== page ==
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“Have you ever been called an Islamist? How about a Jihadist or a terrorist? Extremist maybe? It’s pretty depressing. Every morning I take a deep breath and then go online to discover what new insult or smear has been thrown in my direction. Whether it’s tweets, blogposts or comment threads, the abuse is relentless as it is vicious.”
These are not my words – although they could be. They belong to the respected journalist, Mehdi Hasan, and they appear in The Guardian. His words have even more resonance for me, as they coincided with a typically vicious blog by Andrew Gilligan in the Daily Telegraph, in which he once again trotted out the old smear referring to me as “the borough’s extremist-linked Mayor”. This is in clear breach of the undertaking made by the Daily Telegraph to the Press Complaints Commision last year, that any such allegation would be countered by a clear and explicit denial from me. It doesn’t surprise me that an individual who forged references to gain a job with Keith Vaz MP, who has compromised his sources and been fired by the BBC, should trot out this predictable nonsense. But it is a surprise that the newspaper that allows these smears to be re-printed ad nauseam, has such disregard for the Press Complaints Commission. I hope that Lord Leveson will take note.
It would also be refreshing if the management and editors of the Daily Telegraph took some responsibility for the activities of one of their employees. They should perhaps read the trail of hate mail that follow a typical Gilligan blog, and ask themselves; do we really want bigots, racists and xenophobes being published on our site? Do we really think that feeding the hate merchants in the British National Party and English Defence league is something that the Daily Telegraph should be proud of?
It is worth pointing out that up until this week Gilligan hasn’t written a word since the election of his friend Boris Johnson as Mayor. Some of us thought that even he had finally managed to vent his spleen.
In The Guardian, Medhi Hasan argues that;  ‘We mustn’t allow Muslims in public life to be silenced’. I would agree, and add that none of us whether Muslim, Christian, Jew or none of the above, should be silenced by those whose stock in trade are lies and hatred. 

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So should the inquiry into what has gone so badly wrong with our banks be led by Parliament, as David Cameron wants, or by a Judge, as Ed Miliband wants? On the basis that Parliamentary Inquiries and Royal Commissions are time honoured devices ritually deployed in Britain to kick a huge problem into the long grass for as long as possible and until people forget what the inquiry was all about, I back Ed Miliband’s demand for a powerful judicial inquiry. Afterall, remember the Chilcott Inquiry into the Iraq War? Whatever happened to that?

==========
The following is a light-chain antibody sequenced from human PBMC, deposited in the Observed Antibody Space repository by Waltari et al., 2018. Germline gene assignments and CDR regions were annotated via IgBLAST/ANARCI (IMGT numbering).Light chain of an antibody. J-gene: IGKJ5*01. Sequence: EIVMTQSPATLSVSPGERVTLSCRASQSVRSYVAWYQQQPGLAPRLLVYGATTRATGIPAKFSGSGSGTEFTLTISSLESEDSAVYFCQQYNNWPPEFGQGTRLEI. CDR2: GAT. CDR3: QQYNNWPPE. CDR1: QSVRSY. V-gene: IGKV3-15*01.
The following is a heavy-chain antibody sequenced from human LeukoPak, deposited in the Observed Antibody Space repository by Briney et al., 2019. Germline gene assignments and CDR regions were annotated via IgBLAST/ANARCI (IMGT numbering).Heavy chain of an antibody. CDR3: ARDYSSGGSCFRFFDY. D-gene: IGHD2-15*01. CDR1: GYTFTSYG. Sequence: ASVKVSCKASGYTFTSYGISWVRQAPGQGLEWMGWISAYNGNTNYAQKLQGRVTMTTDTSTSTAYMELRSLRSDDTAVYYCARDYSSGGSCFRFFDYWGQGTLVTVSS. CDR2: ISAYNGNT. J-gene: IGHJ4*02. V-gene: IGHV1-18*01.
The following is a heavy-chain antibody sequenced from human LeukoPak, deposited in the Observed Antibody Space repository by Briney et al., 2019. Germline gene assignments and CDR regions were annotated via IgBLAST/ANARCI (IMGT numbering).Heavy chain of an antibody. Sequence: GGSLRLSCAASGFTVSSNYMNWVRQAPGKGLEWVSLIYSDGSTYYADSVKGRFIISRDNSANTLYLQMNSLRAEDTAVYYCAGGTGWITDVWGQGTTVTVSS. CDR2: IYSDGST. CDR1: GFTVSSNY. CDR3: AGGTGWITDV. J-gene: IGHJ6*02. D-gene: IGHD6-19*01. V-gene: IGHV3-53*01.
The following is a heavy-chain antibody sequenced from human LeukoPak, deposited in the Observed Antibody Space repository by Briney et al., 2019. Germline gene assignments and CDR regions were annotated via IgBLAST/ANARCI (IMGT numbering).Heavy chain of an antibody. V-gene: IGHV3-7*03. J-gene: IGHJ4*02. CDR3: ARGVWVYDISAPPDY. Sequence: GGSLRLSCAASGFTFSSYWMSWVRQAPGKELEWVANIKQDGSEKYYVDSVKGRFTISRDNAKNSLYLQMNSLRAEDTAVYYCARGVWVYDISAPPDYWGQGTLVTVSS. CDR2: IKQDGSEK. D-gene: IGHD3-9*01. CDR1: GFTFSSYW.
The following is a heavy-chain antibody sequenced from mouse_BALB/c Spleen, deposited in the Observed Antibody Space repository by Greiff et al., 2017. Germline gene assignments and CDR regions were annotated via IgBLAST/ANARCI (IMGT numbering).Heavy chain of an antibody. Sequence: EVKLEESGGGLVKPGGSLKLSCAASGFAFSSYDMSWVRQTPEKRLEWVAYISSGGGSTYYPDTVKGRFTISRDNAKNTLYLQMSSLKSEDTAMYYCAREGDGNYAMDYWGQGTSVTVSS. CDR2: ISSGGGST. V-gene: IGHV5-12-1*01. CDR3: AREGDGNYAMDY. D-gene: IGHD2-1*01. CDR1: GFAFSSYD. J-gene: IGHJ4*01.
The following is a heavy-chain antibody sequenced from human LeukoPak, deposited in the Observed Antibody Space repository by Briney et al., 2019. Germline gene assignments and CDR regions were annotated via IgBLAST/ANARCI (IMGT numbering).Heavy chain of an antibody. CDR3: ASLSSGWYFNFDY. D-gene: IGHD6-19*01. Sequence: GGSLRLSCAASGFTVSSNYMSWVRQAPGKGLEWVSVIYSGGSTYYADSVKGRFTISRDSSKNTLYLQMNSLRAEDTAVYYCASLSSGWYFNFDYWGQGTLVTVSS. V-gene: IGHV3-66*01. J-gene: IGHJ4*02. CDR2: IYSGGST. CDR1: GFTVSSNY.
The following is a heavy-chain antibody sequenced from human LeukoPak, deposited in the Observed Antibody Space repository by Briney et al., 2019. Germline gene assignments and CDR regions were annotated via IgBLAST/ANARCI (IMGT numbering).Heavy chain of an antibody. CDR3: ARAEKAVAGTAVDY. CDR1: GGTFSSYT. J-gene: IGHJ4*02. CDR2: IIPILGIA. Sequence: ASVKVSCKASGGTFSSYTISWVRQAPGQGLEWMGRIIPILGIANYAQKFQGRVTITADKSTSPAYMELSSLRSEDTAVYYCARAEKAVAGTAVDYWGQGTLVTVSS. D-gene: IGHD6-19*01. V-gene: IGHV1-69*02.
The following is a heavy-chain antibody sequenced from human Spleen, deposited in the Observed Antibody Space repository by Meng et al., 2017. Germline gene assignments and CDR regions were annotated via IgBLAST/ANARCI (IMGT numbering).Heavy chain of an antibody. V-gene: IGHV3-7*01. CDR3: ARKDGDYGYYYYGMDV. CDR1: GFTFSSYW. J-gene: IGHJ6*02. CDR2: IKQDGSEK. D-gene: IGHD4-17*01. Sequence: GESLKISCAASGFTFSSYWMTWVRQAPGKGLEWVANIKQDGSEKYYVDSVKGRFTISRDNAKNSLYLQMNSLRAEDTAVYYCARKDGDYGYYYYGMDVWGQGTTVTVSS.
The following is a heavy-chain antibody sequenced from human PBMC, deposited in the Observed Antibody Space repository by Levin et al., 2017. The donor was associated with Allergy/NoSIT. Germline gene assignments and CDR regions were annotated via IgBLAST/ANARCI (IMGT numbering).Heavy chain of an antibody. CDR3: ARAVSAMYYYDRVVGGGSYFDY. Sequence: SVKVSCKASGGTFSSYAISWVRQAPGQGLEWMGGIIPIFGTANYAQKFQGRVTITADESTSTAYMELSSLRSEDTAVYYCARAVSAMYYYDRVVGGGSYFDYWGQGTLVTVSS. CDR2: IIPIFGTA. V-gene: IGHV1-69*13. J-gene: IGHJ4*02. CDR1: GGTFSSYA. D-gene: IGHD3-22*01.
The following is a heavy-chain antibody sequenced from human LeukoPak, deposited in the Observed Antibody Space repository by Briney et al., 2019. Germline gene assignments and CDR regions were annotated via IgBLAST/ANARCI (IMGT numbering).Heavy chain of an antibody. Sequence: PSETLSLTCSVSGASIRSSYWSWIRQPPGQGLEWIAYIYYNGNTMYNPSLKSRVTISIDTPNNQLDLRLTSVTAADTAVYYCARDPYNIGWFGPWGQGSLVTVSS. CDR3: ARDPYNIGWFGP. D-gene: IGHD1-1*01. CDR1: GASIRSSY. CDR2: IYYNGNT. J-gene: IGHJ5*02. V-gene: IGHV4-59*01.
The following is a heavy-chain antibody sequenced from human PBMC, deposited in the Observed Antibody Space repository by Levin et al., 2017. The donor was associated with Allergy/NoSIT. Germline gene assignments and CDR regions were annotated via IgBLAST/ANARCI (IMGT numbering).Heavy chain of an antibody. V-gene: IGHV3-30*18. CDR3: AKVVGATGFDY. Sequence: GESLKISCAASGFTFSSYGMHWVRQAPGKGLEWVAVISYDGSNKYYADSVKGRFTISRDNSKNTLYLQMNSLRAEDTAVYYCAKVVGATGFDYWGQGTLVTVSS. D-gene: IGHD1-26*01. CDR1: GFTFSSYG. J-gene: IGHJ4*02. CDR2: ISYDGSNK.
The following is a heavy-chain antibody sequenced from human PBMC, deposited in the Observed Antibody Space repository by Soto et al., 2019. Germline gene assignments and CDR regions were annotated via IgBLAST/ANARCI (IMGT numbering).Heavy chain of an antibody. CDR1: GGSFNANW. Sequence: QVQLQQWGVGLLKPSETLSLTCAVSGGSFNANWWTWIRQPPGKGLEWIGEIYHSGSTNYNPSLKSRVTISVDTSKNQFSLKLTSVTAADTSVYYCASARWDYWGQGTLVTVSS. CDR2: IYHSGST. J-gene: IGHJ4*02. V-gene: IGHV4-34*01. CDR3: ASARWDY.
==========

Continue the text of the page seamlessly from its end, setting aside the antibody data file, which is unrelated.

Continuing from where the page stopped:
It remains a fact that on both sides of the Atlantic not a single banker has yet to be put in the dock and faced justice. This despite the fact that corrupt and fraudulent activities in Wall Street and London led to the banking crisis, exacerbated a crisis in the Euro zone and have conspired to give us a World wide recession, now in its fifth year. If it is right to send looters to prison for stealing during last summer’s riots, then surely it is right to send fraudulent bankers to prison too.

It has cost each adult in the land over £20,000 to bail out the banks, and yet these same banks seem just as incapable of investing in the productive base of the economy as they were a few years ago. The bosses of those banks also continue to award themselves grotesque bonuses, and as a reward for failure. It is not just the banking culture that needs to be revisited; it is the whole manner in which the financial sector was given carte blanche following Margaret Thatcher’s ‘big bang’ of the 1980s, to do as it pleased. The case for a state investment bank grows stronger by the day.

Tower Hamlets is one of the poorest boroughs in the land. The juxtaposition between the wealth of the City and Canary Wharf on one hand and our crowded borough is not only an immensely powerful image, it is a reality, and for many of our residents who work for the banks on very ordinary wages.

I have never known people as angry as they are now at the arrogant and flagrant behaviour of a minority of people in the financial sector who clearly believe that they are above the law. They are not. Now we need to see those clearly guilty of massive fraud sent to jail.